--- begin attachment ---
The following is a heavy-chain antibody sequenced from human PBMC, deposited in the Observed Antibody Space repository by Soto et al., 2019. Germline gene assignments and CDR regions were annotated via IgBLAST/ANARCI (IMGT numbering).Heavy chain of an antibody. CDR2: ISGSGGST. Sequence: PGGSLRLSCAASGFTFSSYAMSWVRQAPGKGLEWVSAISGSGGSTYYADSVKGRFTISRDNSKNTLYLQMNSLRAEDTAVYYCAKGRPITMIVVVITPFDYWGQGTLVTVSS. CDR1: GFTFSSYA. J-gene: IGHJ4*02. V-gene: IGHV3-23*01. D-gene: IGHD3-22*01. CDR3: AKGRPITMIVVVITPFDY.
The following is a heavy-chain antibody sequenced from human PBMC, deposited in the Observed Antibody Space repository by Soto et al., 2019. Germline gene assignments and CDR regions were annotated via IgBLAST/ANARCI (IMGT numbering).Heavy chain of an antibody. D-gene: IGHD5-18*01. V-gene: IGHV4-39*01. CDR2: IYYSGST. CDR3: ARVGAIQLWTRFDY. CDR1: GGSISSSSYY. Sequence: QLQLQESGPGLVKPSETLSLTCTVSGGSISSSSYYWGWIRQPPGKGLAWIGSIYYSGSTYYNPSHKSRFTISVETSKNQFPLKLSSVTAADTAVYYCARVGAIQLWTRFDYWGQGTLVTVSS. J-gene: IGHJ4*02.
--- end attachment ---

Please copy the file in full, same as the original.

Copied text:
The following is a heavy-chain antibody sequenced from human PBMC, deposited in the Observed Antibody Space repository by Soto et al., 2019. Germline gene assignments and CDR regions were annotated via IgBLAST/ANARCI (IMGT numbering).Heavy chain of an antibody. CDR2: ISGSGGST. Sequence: PGGSLRLSCAASGFTFSSYAMSWVRQAPGKGLEWVSAISGSGGSTYYADSVKGRFTISRDNSKNTLYLQMNSLRAEDTAVYYCAKGRPITMIVVVITPFDYWGQGTLVTVSS. CDR1: GFTFSSYA. J-gene: IGHJ4*02. V-gene: IGHV3-23*01. D-gene: IGHD3-22*01. CDR3: AKGRPITMIVVVITPFDY.
The following is a heavy-chain antibody sequenced from human PBMC, deposited in the Observed Antibody Space repository by Soto et al., 2019. Germline gene assignments and CDR regions were annotated via IgBLAST/ANARCI (IMGT numbering).Heavy chain of an antibody. D-gene: IGHD5-18*01. V-gene: IGHV4-39*01. CDR2: IYYSGST. CDR3: ARVGAIQLWTRFDY. CDR1: GGSISSSSYY. Sequence: QLQLQESGPGLVKPSETLSLTCTVSGGSISSSSYYWGWIRQPPGKGLAWIGSIYYSGSTYYNPSHKSRFTISVETSKNQFPLKLSSVTAADTAVYYCARVGAIQLWTRFDYWGQGTLVTVSS. J-gene: IGHJ4*02.